"We're just common people with a bank account" - Francie Stevens

She's a gal with spunk and quite a large dose of womanly wiles, in spite of her demure pink and white summer dress. Francie has her suspicions about Mr. Burns and quickly becomes the hunter. She is eager to pin her "cat" into a corner to see him confess his real identify, that of being John Robie. She excitedly declares how she played Sherlock Holmes to discover all the clues that led to this conclusion. The scenes leading up to this moment are some of the best in the film featuring an exciting and humorous car chase, breathtaking Moyen Corniche location scenery, and extremely witty dialogue filled with double-entendres ( including the famous quote "a leg or a breast?", referring to the chicken, of course ).


Hitchcock loved the duel meaning the title suggested and it is after this scene that we see it come into play, the audience is eager to see Francie catch her thief - John Robie - regardless of whether Robie discovers the real culprit behind the jewel thefts or not. After she falls in love with him- as we, the audience, knew would eventually happen, she aids him in setting a trap for the burglar, leading to the climax at the costume ball, where Francie once again sports a head-turning gown, this time completely decked in gold.  


To Catch a Thief marked the third film that Kelly had made with Alfred Hitchcock and it is undoubtedly her best performance for the master of suspense. Like Lisa Fremont of Rear Window, Kelly portrays Francie Stevens as an extremely elegant young woman with a hint of mischief in her eyes. She isn't a china doll meant for display purposes only. She wants to love and serve a man and be a part of his life, even if it means endangering her own to prove this to him. 

The world premiere of To Catch a Thief took place in Los Angeles on August 3rd, 1955. It was a critical and commercial success upon its release and boosted Cary Grant's career, which eventually led him to postpone his retirement till over a decade later. To Catch a Thief is notable for leading up to the events of Grace Kelly's wedding. During the filming of the car sequence Grace Kelly had gazed out at the coastal countryside and spied a walled-in garden below. "Whose garden is that?" she asked screenwriter John Michael Hayes. He replied, "Prince Grimaldi's". Kelly had desired to tour the garden with her then-boyfriend costume designer Oleg Cassini but between her shooting schedule and the Prince's commitments was unable to arrange a visit. It was not until May 1955, when Grace Kelly returned to Monaco for the Cannes Film Festival showing of The Country Girl, that she was invited to the palace for a photo session and a tour of the garden. This meeting eventually led to the Prince visiting with Kelly's family in Philadelphia for three days and a marriage proposal. On April 18, 1956, Grace Kelly and Prince Ranier were wed and she became Princess Grace of Monaco.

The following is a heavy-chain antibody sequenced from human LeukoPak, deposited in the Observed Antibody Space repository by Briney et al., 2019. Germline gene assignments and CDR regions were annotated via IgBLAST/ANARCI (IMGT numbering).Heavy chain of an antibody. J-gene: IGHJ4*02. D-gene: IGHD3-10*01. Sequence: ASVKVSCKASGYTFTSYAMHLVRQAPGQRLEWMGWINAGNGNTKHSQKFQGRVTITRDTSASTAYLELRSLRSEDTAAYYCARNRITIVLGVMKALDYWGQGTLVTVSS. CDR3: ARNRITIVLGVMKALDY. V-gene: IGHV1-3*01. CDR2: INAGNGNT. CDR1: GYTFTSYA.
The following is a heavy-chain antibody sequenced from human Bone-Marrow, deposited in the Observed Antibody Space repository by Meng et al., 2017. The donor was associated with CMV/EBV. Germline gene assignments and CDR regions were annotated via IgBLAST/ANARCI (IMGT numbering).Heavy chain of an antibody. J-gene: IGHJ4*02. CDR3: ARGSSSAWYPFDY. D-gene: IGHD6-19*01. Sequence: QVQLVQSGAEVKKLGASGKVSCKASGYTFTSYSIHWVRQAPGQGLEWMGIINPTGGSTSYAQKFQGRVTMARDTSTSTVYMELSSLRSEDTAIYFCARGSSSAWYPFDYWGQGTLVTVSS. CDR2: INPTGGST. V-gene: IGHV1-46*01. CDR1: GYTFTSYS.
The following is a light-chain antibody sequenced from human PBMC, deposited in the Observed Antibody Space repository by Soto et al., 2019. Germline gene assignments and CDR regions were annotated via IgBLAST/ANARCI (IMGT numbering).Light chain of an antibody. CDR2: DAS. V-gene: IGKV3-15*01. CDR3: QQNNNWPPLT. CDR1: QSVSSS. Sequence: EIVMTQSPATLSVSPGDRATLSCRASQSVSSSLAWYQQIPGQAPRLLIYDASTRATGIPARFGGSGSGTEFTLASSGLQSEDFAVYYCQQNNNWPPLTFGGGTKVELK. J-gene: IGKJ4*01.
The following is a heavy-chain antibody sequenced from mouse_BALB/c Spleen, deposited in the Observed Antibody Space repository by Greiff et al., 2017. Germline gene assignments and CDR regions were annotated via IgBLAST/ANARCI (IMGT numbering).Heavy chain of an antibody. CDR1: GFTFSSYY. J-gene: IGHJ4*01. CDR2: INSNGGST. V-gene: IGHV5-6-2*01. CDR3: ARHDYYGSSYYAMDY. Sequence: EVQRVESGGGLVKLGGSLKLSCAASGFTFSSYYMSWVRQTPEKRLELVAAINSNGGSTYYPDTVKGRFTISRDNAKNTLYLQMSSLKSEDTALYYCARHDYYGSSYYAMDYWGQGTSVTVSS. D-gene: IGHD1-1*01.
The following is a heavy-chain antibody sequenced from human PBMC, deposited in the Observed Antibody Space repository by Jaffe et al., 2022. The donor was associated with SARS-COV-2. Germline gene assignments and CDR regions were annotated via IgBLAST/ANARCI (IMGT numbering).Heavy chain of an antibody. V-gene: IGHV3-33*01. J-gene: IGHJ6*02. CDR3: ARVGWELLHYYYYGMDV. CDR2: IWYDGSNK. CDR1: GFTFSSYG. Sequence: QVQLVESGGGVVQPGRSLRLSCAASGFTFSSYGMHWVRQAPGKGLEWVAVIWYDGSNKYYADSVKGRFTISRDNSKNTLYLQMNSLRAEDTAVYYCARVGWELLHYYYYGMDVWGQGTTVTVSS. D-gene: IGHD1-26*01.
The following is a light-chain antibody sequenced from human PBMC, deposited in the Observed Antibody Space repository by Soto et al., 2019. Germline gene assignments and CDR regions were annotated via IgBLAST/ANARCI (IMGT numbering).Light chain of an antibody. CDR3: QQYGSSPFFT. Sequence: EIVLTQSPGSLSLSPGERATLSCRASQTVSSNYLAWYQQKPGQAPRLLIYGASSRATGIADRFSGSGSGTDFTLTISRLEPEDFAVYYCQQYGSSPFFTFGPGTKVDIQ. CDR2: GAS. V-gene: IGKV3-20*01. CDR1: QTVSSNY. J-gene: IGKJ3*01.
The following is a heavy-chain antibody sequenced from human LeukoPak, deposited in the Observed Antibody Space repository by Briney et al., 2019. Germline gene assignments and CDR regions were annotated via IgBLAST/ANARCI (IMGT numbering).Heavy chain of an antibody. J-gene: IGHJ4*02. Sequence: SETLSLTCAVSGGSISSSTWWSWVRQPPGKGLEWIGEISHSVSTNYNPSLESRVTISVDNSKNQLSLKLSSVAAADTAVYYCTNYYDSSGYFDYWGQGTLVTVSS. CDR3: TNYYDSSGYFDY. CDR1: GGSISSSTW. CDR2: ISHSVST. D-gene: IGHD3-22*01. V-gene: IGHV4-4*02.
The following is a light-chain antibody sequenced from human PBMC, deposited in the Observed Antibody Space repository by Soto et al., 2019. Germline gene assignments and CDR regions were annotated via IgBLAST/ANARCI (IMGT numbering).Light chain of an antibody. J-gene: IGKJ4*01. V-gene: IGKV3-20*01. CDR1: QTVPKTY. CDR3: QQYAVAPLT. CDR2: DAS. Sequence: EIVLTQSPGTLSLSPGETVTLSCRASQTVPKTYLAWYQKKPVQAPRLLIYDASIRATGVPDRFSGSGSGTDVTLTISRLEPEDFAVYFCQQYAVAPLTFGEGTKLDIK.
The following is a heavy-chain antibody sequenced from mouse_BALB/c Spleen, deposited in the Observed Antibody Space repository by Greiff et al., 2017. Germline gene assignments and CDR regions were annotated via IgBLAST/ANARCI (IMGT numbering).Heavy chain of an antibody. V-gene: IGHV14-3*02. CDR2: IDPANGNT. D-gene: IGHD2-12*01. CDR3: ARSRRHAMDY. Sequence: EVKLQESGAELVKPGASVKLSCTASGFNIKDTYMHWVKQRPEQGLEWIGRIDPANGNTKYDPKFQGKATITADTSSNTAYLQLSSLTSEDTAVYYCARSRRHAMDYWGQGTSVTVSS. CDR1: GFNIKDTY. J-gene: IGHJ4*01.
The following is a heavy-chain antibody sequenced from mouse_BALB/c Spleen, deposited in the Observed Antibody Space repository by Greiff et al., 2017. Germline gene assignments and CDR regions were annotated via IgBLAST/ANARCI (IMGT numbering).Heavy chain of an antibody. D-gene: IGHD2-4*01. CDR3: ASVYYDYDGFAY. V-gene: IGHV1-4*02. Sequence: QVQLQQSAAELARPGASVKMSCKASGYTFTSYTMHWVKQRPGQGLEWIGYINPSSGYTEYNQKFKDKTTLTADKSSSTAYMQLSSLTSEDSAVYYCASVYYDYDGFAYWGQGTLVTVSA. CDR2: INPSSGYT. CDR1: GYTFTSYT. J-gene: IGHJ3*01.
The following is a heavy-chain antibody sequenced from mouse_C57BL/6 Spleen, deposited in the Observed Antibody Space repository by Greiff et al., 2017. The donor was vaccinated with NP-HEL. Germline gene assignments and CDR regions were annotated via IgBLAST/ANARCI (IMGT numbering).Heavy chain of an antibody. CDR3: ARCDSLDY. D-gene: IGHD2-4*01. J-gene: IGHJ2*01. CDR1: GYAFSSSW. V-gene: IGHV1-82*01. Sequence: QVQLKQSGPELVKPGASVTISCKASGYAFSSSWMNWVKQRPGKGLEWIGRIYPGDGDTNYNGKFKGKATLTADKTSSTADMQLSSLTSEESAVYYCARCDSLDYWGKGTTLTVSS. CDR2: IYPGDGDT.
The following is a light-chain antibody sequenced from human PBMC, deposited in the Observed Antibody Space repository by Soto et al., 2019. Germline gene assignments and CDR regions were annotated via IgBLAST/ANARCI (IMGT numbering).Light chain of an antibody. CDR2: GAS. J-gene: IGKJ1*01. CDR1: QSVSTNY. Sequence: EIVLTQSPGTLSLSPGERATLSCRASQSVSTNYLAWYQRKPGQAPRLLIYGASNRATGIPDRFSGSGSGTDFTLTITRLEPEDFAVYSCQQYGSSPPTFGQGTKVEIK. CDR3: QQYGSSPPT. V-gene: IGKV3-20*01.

On a sadder note, the winding road where John Robie and Francie Stevens park for their picnic lunch was the site where Princess Grace had her fatal car crash on September 13, 1982. She suffered a stroke behind the wheel and passed away a day later, at the age of 52, from a brain hemorrhage sustained from the accident. 

This post is our contribution to The Wonderful Grace Kelly Blogathon being hosted by The Wonderful World of Cinema. Click on the links to read more posts on Grace Kelly's career and her films!

1 comment:

  1. What an awesome review! Your reflection on the costumes is very interesting! I simply love this film and re-watched it yesterday for Grace Kelly's birthday but also for another blogathon. Thanks so much for your participation and don't forget to read my entry as well. :)
    https://thewonderfulworldofcinema.wordpress.com/2015/11/12/a-pair-of-blue-eyes-grace-kelly-and-william-holden/